We were once told that the Trans‐Pacific Partnership would be completed by the end of 2013. Then it was early 2014, then late 2014, or probably sometime before 2015, or in early 2015 for sure. At this point, only two things are certain: you shouldn’t believe any predictions about the TPP, and the TPP is taking a really, really long time.
To get an idea for how long the TPP is taking, consider this graph put out by the Peterson Institute earlier this month showing the negotiation and ratification times for previous free trade agreements:
The argument they’re trying to make with this graph is that the United States needs to pass trade promotion authority to make sure the TPP doesn’t get bogged down in Congress (the red line) after negotiations finally conclude. They may be right, but I think it also tells us quite plainly that quick ratification of the TPP, with or without trade promotion authority, is an unrealistic expectation.
Here’s the same data presented with the negotiation and ratification times stacked on top of each other and with the current progress of the TPP (and TTIP) included:
As you can see, the TPP negotiations are taking an unprecedentedly long time to complete.
Undaunted by the failure of previous predictions, the U.S. Trade Representative is now claiming that the negotiations will conclude and the whole deal can be passed by Congress before the end of 2015. That would be an impressively abrupt end to a long project, with a blue and red line total of just under 70 months.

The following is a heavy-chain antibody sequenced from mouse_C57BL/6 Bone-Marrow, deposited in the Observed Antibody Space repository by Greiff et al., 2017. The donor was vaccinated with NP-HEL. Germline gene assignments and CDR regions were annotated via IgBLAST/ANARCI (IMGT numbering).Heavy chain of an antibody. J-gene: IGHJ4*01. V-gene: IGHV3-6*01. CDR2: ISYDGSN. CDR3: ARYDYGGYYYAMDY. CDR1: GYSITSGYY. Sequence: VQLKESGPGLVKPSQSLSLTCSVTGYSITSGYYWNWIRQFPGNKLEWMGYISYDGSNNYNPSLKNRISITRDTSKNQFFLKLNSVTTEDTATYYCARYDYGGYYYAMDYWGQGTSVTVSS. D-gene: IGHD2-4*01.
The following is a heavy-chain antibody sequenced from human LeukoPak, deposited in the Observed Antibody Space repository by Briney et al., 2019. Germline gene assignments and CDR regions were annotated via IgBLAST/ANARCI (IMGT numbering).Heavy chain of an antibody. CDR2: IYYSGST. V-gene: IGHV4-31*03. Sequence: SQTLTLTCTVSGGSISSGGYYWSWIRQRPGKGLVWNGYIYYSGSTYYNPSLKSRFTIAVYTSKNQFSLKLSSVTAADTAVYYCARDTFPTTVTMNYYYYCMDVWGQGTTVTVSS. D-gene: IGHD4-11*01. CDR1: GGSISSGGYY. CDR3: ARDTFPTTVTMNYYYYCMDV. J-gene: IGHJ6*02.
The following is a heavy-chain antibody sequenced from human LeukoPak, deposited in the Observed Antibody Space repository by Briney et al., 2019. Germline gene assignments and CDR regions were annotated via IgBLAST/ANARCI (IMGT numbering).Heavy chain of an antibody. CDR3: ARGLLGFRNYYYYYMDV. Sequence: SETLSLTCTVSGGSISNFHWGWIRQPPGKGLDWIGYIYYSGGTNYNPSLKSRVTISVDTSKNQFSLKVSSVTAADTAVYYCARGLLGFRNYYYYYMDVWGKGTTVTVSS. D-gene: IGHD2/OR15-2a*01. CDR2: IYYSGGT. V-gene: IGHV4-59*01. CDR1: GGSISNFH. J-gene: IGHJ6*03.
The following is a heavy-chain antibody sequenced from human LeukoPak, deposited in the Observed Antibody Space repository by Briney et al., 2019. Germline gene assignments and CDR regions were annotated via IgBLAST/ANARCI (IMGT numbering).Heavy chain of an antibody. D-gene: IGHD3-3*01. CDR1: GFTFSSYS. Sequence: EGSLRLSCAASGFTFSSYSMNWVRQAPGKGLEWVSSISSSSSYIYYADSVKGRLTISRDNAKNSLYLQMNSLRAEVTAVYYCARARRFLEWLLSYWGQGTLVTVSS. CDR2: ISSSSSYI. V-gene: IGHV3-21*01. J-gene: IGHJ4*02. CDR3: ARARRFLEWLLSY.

It’s possible that passing trade promotion authority will bring much needed energy to the TPP process. Hopefully, USTR is right, and Congress will pass trade promotion authority, the TPP negotiations will conclude, and the ratification will be swift.
It seems more likely, however, that the TPP is a trade policy quagmire the United States entered into with overly ambitious goals and inadequate resolve to see them met. There’s a lot more than just the lack of trade promotion authority keeping the TPP negotiations from concluding. And you might notice from the graph above that, even with trade promotion authority in place, the most recent trade agreements lingered in Congress for a very long time after the negotiations were completed.
Maybe I’m wrong. Maybe the stars are about to align for the TPP. But if I’m right, how long do we have to wait before we rethink our strategy?